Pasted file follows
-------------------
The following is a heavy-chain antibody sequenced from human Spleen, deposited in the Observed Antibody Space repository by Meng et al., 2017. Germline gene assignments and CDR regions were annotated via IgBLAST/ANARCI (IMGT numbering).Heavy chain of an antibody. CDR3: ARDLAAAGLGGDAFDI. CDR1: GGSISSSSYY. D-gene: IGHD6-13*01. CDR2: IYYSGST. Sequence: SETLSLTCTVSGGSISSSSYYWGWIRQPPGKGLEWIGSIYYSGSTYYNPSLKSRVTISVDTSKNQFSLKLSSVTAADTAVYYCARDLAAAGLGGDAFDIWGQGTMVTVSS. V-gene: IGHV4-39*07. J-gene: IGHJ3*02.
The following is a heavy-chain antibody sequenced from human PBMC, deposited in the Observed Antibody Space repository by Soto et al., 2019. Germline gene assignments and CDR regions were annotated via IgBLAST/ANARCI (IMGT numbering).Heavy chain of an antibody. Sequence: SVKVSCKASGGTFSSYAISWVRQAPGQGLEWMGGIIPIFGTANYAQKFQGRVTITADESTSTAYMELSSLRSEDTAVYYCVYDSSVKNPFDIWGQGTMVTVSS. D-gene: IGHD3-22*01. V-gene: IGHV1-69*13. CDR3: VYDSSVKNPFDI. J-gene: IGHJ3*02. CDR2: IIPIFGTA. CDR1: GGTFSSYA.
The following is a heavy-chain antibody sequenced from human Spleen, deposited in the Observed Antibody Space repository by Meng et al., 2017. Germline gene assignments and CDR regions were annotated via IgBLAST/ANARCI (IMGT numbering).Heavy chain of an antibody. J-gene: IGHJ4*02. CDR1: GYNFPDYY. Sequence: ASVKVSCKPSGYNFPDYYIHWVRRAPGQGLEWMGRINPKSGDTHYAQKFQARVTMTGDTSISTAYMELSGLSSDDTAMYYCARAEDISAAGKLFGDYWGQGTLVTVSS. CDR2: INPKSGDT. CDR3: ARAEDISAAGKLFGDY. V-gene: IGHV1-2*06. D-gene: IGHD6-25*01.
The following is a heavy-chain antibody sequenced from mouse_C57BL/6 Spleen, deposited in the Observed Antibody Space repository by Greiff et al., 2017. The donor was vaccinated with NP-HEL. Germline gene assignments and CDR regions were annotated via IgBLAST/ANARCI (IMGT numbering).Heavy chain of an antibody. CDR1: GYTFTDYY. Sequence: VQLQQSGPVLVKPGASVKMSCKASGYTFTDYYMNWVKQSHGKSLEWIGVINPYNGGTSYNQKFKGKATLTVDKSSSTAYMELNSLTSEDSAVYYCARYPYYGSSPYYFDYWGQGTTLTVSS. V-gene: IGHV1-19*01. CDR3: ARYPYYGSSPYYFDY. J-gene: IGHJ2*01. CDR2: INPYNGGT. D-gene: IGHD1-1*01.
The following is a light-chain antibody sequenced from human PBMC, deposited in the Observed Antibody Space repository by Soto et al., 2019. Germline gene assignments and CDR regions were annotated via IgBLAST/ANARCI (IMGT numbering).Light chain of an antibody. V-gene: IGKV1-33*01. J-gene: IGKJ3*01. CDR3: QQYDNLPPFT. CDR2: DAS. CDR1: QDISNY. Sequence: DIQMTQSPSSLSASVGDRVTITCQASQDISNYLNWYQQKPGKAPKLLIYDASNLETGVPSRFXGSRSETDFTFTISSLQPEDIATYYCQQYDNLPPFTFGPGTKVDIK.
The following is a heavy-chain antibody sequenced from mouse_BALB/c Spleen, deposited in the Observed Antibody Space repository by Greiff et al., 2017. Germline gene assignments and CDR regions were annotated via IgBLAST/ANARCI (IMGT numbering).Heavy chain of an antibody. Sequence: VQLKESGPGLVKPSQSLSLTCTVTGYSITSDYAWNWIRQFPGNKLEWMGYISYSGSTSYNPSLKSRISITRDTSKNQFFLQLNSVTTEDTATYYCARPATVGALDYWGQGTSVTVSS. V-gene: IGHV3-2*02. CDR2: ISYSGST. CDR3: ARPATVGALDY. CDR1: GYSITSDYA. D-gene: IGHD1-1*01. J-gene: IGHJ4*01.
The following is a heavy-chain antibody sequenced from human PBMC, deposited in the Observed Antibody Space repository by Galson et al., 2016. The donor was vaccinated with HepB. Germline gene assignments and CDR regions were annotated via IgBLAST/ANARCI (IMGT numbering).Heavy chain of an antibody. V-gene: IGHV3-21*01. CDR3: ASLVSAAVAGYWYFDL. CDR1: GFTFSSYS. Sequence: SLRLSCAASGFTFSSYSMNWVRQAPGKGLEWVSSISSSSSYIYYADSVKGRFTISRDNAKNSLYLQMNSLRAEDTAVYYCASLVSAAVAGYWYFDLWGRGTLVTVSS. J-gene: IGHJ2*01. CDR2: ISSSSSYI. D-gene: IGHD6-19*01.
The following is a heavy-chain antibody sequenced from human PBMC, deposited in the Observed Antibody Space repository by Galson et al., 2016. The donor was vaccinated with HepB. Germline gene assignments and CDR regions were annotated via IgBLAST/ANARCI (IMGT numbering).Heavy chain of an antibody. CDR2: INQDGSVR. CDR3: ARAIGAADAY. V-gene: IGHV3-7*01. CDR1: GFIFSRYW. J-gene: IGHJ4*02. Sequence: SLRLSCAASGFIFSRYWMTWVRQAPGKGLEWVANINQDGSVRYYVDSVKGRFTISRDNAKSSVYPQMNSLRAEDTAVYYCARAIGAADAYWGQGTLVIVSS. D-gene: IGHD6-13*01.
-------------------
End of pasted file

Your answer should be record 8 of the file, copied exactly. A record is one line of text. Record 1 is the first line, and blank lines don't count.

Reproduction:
The following is a heavy-chain antibody sequenced from human PBMC, deposited in the Observed Antibody Space repository by Galson et al., 2016. The donor was vaccinated with HepB. Germline gene assignments and CDR regions were annotated via IgBLAST/ANARCI (IMGT numbering).Heavy chain of an antibody. CDR2: INQDGSVR. CDR3: ARAIGAADAY. V-gene: IGHV3-7*01. CDR1: GFIFSRYW. J-gene: IGHJ4*02. Sequence: SLRLSCAASGFIFSRYWMTWVRQAPGKGLEWVANINQDGSVRYYVDSVKGRFTISRDNAKSSVYPQMNSLRAEDTAVYYCARAIGAADAYWGQGTLVIVSS. D-gene: IGHD6-13*01.